What exactly do I mean by connections?
  • A strong connection with the mission of the organization – a clear path between what you do and how that impacts the lives of others.
  • A great connection with the leaders of the organization – relationships built on trust between the people leading the Agency and the staff who execute the work.
  • A super connection to one’s supervisor – the key relationship or connection in great jobs is having a supervisor who supports you and wants to see you grow.
  • A powerful connection with your colleagues – you dig the people you work with and know they have your back.
  • An unwavering connection with the culture – the values, mores, norms, and behaviors of the place you choose to work are consistent with who you are and what you value.
If you have these connections in place you’ll not only get great results, but you’ll also be happy in what you do!

Recent Events

On July 18th, Randi Chalfin, Head Teacher and Marist Intern Noelle Snyder, hosted an Open House at the Family Services Children’s Center at Family Court for interns and supervisors involved with Marist College’s Marie and Rupert Tarver Summer Internship Program. The event was extremely successful and was a great opportunity to network and expand working relationships with other nonprofit organizations in Dutchess County. Representatives from Grace Smith House, Children’s Home of Poughkeepsie, Hudson River Housing, and the Poughkeepsie Farm Project were in attendance.


On Saturday, July 21st staff from the partner agencies in the Family Partnership Center came together for the Dragon Boat Race as the Partnership Paddlers. It was amazing to see everyone come together and have fun in support of a great cause for the community! Thanks to staff from Hudson River Health Care, Dutchess Community College, Family Services, and Dutchess County Healthy Families for joining in the fun and congrats to Habitat for Humanity Dutchess County for a successful event!


MTA Police Department received their Lethality Assessment Program training through Family Services Center for Victim Safety and Support staff. They join the 15 police departments throughout Dutchess County that are already part of the project to assess domestic violence situations on scene for risk of homicide and connect victims to services immediately.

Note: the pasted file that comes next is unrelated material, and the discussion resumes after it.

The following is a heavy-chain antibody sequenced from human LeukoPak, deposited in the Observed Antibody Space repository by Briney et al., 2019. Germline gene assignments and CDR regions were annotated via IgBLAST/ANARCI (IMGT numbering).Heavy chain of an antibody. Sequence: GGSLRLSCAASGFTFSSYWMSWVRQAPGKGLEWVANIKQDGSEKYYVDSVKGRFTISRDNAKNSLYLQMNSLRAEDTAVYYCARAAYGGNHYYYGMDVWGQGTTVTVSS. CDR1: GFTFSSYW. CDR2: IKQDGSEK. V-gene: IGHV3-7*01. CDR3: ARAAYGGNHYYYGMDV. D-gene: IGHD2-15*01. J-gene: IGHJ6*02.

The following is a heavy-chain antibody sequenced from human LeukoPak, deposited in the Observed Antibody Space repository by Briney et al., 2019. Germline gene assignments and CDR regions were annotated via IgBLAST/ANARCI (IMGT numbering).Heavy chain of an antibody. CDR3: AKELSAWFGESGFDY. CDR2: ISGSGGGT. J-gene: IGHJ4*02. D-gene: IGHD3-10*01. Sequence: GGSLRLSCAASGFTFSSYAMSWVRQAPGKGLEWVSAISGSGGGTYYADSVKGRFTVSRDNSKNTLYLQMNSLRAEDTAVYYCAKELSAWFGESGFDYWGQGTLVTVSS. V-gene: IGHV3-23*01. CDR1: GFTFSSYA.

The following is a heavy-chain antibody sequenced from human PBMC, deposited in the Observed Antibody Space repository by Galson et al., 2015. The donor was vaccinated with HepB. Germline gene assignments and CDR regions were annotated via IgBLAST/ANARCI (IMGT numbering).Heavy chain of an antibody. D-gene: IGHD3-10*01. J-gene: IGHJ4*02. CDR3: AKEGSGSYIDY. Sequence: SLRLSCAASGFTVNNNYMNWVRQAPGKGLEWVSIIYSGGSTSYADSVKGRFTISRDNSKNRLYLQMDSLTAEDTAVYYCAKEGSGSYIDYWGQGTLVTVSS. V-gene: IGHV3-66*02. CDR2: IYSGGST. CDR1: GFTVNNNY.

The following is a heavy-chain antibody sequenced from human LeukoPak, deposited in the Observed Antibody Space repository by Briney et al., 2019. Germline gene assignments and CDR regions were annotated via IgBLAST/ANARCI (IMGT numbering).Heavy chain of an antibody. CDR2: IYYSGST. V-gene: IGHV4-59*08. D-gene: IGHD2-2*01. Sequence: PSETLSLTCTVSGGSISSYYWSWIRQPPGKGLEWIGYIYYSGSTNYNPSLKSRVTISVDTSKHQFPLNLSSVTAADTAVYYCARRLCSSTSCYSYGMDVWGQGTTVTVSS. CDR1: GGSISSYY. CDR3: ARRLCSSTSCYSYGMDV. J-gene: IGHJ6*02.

Program Spotlight

Last month, Outreach Worker Antuone Babb completed facilitating his first group as a Certified Offender Workforce Development Specialist in cooperation with local Probation. Antuone is the only SNUG Outreach Worker in the state with certification to facilitate the “Ready Set Work” workforce development curriculum for those returning home from being incarcerated.
Ready Set Work! is a 20 hour curriculum that helps probationers with skill building and equips them to make choices which will lead to employment and to job retention and advancement. Along with the traditional job readiness content the RSW curriculum also includes: Assessments, Barriers and Resources, Legal Issues and Financial Incentives, as well as a module which focuses on the local One Stops, to encourage increased probationer use of this valuable community resource.
One of our SNUG participants, Emmanuel Stewart, who has been working with Antuone through our program, has been able to find and secure employment. As a result, Parole has noticed Emmanuel’s commitment and efforts toward working hard to better his life through working with SNUG and has granted him an early release from parole.

By the Numbers
In 2017, 47 volunteers worked side by side with Family Services staff to provide hope, improve lives and strengthen our community.

Family Services’ Center for Victim Safety and Support (CVSS) is looking for volunteers for the fall. As a volunteer, you will help with a wide range of projects related to providing comprehensive services to victims of domestic violence, sexual assault, and other crimes. Must be 18 years of age or older with an availability of 4 hours per shift.
For more information on this opportunity, please contact Kathy Peluso at kpeluso@familyservicesny.org or 845.452.1110 x3138.


Employee Recognition
Thank you Dan Carroll for all that you do!

“Dan provides hope through his grounded and kind presence in the midst of a crisis response center. He improves the lives of clients and coworkers through his dedication and eagerness to support others.”

Upcoming Events


Leadership Partner

Family Services’ 2018
Leadership Partner

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Please support us when you shop on Amazon at AmazonSmile and Amazon donates .5% of the purchase price to Family Services! 

Leadership Team

Brian Doyle
Chief Executive Officer

Joan Crawford
Deputy Executive Director

Natalie Borquist
Chief Financial Officer

Amy Cole
Director of Family Support Services

Leah Feldman
Director of Center for Victim Safety and Support

Whitney Humphrey
Director of Development

Martina Kardol
Director of Forensic Programs

Christopher Pels
Director of Human Resources and Risk Management

Kevin Hazucha
President of Hudson Valley Mental Health

Mark Sasvary
Director of Clinical Services for Hudson Valley Mental Health
Dr. Yugandhar Munnangi
Medical Director for Hudson Valley Mental Health
Casey Hons
Director of Operations for Hudson Valley Mental Health

Our Partners at the Family Partnership Center

Community Voices Heard

Dutchess County Behavioral & Community Health

Dutchess Community College

Dutchess County Healthy Families

Dutchess Outreach

Flores Chiropractic Group NY

Hudson River Community Health Care

Hudson River Housing

Hudson Valley Mental Health

John Flowers Community Events

Mental Health America-Mel’s Place

Nobody Leaves Mid-Hudson

Planned Parenthood

Prime Health Choice

R.E.A.L. Skills Network, Inc.

Rebuilding Our Children and Community

Sadie Peterson Delaney African Roots Library
845-452-6088 ext. 3343